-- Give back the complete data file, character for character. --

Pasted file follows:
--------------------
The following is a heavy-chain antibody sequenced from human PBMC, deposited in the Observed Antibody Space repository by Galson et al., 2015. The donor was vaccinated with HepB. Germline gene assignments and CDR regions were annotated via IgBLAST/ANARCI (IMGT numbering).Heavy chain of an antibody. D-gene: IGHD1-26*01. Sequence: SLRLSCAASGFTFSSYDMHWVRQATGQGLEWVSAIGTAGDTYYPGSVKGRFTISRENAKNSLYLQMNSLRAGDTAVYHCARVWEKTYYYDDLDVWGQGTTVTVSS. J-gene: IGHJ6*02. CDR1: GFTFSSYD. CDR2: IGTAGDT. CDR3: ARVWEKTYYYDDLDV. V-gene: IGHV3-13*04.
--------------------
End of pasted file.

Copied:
The following is a heavy-chain antibody sequenced from human PBMC, deposited in the Observed Antibody Space repository by Galson et al., 2015. The donor was vaccinated with HepB. Germline gene assignments and CDR regions were annotated via IgBLAST/ANARCI (IMGT numbering).Heavy chain of an antibody. D-gene: IGHD1-26*01. Sequence: SLRLSCAASGFTFSSYDMHWVRQATGQGLEWVSAIGTAGDTYYPGSVKGRFTISRENAKNSLYLQMNSLRAGDTAVYHCARVWEKTYYYDDLDVWGQGTTVTVSS. J-gene: IGHJ6*02. CDR1: GFTFSSYD. CDR2: IGTAGDT. CDR3: ARVWEKTYYYDDLDV. V-gene: IGHV3-13*04.